‘God Given Mission’: Smith and Henry to Create Black History Museum | News
ASHLAND Ashlander Bernice Henry remembers a time when she was not free to go anywhere in the community.
“I remember times of segregation and places we couldn’t go and places we could go,” Henry said. “It’s something I actually experienced, not just studied.”
Working with his nephew, Darrell Smith, Henry hopes to keep black history alive and educate people about it by establishing a black history museum in Ashland.
Smith said the building, at 901 Kilgore Drive, has been secured, with February 2023 in mind as the opening.
“The housing authority owns the building, which was built in the early 1970s and named after Professor CB Nuckolls who was at Booker T. Washington School,” Smith said. “They give it to us for $1 a year for three years. Utilities are fully covered. We will cover it and paint the gallery.
Smith said he and Henry collect any artifacts they can find and work with Heather Lynn Photography to photograph and curate images.
“I’ve noticed that black history has been disappearing in Ashland for a while now,” he said. “The Booker T. Washington School (which closed due to desegregation in 1962) burned down in 1975, along with photos, trophies, and other memorabilia.”
He said they had found more than 20,000 stories and photos from around 600 supporters so far. They plan to use half of their part of the building or exhibits.
The other half will be used for education. Henry will teach black history classes for children and adults and provide a library. Smith said they also plan to hold events to draw crowds and guest speakers, and the local NAACP office will be housed in the building.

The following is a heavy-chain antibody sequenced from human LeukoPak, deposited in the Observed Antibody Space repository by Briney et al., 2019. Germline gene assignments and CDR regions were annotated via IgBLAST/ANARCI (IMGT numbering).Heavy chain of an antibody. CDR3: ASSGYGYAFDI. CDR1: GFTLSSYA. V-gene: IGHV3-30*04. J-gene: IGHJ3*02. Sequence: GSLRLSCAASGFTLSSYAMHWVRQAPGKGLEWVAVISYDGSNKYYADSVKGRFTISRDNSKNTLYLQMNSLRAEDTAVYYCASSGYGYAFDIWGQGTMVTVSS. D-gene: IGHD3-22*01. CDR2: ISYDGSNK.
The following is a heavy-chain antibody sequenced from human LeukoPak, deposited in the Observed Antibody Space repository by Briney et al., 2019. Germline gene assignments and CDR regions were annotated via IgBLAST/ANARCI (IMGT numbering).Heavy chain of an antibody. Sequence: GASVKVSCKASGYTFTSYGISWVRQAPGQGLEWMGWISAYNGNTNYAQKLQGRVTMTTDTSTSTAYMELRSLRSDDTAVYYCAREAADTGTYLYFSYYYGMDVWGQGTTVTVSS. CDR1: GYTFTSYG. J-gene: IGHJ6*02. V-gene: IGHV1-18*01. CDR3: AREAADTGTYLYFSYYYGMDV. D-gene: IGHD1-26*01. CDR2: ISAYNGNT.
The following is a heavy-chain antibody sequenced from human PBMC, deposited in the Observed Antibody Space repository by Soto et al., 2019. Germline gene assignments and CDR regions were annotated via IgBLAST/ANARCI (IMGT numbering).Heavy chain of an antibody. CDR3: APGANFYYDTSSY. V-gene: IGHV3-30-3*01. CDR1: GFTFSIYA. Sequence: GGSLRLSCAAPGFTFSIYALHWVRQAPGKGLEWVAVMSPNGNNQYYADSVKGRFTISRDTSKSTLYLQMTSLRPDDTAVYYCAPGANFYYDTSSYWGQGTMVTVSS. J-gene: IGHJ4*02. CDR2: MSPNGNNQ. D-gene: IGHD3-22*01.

Henry, who attended Booker T. Washington School, served as vice president of the NAACP and chair of the Ashland Human Rights Commission, commissioner of the Kentucky Human Rights Commission for the 7th District and was the first African American woman to serve. the Board of Commissioners for the Town of Ashland.
The idea of the museum was well received.
“I’ve been so pleasantly surprised at the reception people have in the community when asked about it,” she said. “It makes me realize that this is a God-given mission and it is necessary.”
One of the projects they are planning is a black family scrapbook that every black family in Ashland can have photos in. So far, Smith said 90 families will have their own sealed section or photos.
There will also be an art gallery featuring black artists, and Smith said he’s been working with local booksellers on projects to promote black writers.
The two do not expect the scope or effects of the museum to stop at the city limits.
“It’s not just a small town museum,” Smith said. “We aspire to make it something you would see in a big city. We want it to be a real destination and we hope people will come just to see it.
Henry said she expects the museum to be “a living organism” that will be the center of events and gatherings.
“The museum, for me, is a portal to the past, but not just the past,” she said. “It connects the past to our future, so it means everything to me. A bright future, an exciting adventure. It provides more unity in the community, as that saying goes.
She said after two years of the COVID-19 pandemic, it was time for a fresh start.
“Education is the only way for people to get to know each other,” she said. “If I know the story about you and you know the story about me, it helps us understand each other better.”
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